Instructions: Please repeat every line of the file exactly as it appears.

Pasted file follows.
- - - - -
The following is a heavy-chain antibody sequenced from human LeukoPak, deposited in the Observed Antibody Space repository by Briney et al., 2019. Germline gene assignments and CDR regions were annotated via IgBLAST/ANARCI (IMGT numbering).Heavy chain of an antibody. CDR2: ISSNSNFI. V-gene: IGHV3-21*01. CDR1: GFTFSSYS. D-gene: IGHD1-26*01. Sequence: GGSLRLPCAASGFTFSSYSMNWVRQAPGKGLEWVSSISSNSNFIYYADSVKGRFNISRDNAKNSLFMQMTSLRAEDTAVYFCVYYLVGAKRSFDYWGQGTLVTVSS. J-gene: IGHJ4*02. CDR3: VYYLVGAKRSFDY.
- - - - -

The following is a heavy-chain antibody sequenced from human LeukoPak, deposited in the Observed Antibody Space repository by Briney et al., 2019. Germline gene assignments and CDR regions were annotated via IgBLAST/ANARCI (IMGT numbering).Heavy chain of an antibody. CDR2: ISSNSNFI. V-gene: IGHV3-21*01. CDR1: GFTFSSYS. D-gene: IGHD1-26*01. Sequence: GGSLRLPCAASGFTFSSYSMNWVRQAPGKGLEWVSSISSNSNFIYYADSVKGRFNISRDNAKNSLFMQMTSLRAEDTAVYFCVYYLVGAKRSFDYWGQGTLVTVSS. J-gene: IGHJ4*02. CDR3: VYYLVGAKRSFDY.